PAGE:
Kind of an oddly worded question, allow me to explain. Once I am finished running reports, I email my boss to let her know what needs to be changed in the system. My email typically looks something like this:

[Boss's name],

I've finished up with the report and it looks like [this is this, and that is that yada yada].


Jaken Herman

But what I am realizing is that I'm saying "Thanks" at the end of every email even when it doesn't make sense. Everyone else in the office seems to do it as well. Is there something else I could put at the end of my emails that will still allow me to "sign off", but actually make sense?

  • 3
    Also see this article entitled "57 Ways to Sign Off On An Email". It might be interesting to program your email client to randomly pick one of these out of the 57. Then your sign off lines would never get old! - forbes.com/sites/susanadams/2013/09/27/…
    – Brandin
    Commented Mar 25, 2015 at 20:53
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    Take out the line that has "Thanks" and just sign your name - I don't bother with putting in my signature either. In fact, I write my emails without bothering either with the greeting or the signature section. I am not losing any sleep worrying about what Emily Post thinks of my methods - I am not going to use 21st century technology to write 19th century letters. Especially when I need to communicate at 21st century speeds. Commented Mar 25, 2015 at 21:19
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    An email sign-off is a phatic expression and never actually "makes sense". Don't sweat it.
    – AakashM
    Commented Mar 26, 2015 at 9:09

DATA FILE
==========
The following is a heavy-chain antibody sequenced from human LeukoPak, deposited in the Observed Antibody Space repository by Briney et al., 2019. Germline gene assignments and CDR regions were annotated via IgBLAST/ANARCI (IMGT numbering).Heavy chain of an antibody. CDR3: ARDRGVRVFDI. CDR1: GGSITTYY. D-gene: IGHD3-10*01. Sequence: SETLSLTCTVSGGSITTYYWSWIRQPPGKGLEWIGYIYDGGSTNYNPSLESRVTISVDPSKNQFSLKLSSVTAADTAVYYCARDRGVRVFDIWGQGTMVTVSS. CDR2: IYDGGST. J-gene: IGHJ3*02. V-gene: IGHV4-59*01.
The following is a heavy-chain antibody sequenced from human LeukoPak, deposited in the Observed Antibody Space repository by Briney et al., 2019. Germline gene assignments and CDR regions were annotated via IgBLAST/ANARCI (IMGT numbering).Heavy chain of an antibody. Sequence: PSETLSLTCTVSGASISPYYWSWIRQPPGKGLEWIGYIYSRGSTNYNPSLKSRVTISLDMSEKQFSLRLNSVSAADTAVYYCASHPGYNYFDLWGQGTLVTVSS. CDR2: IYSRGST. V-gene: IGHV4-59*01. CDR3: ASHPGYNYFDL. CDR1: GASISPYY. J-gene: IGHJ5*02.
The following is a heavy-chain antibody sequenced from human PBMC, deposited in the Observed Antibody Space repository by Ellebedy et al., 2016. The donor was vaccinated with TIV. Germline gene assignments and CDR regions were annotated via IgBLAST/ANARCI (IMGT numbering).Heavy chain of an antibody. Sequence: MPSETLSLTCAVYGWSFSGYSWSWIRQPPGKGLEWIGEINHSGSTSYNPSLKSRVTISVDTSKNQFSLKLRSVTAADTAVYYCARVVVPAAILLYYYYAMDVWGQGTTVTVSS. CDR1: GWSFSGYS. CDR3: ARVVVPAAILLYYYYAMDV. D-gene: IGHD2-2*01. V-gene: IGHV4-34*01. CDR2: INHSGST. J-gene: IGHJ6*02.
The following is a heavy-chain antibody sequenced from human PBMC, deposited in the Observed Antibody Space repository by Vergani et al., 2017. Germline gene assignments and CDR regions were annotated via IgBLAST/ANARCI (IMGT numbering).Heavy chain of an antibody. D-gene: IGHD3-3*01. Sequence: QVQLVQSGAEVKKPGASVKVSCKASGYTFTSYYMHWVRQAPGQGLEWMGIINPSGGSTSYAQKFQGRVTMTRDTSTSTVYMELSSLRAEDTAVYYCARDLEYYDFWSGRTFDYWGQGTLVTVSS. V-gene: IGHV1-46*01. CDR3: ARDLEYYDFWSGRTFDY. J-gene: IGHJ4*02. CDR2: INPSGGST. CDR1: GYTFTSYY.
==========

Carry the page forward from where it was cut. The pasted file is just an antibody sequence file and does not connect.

• "Thanks" is perfectly acceptable, at least in most U.S. business cultures. If it helps, think of it as saying "Thanks for taking the time to read this email".
    – Omegacron
    Commented Jun 10, 2015 at 18:02

4 Answers 4


There are more than a few:

  1. Best Regards (Which could be shortened to "Regards" or "Best" in some cases.)
  2. Yours Truly
  3. Sincerely

Each can be useful to have as a way of signing off that depending on the situation may make sense. The last couple are less emotional of course.

  • 1
    Some people also abbreviate "Best regards" to "Best" but personally it looks a little funny to me. Shortening it to "Regards" seems more appropriate if you want to abbreviate it.
    – Brandin
    Commented Mar 25, 2015 at 20:50

I usually do something like this...


Blah blah blah blah blah.

If you need anything further let me know,

My name


My email client has a signature option. I don't put anything at the bottom, I just let the signaure handle it. Most of us in our office have something nice and generic like "Regards," for ours.


I agree that "Thanks" tends to be a generic filler signature that most people use. One of the things that bothers me the most is that it is so overly used that the meaning behind it is basically lost. I even occasionally see people who type "Thanks" when it's already in their signature.

Personally, I've used "Respectfully," since it seems to be more open-ended in what it can follow and I have yet to see anyone else where I work use it. It's far less personal than "Sincerely" and is more fitting, professionally, than something like "Take care."

It may be just me, but it looks good when speaking to someone higher up and adds a equality feel when speaking to someone in a 'lower' position.

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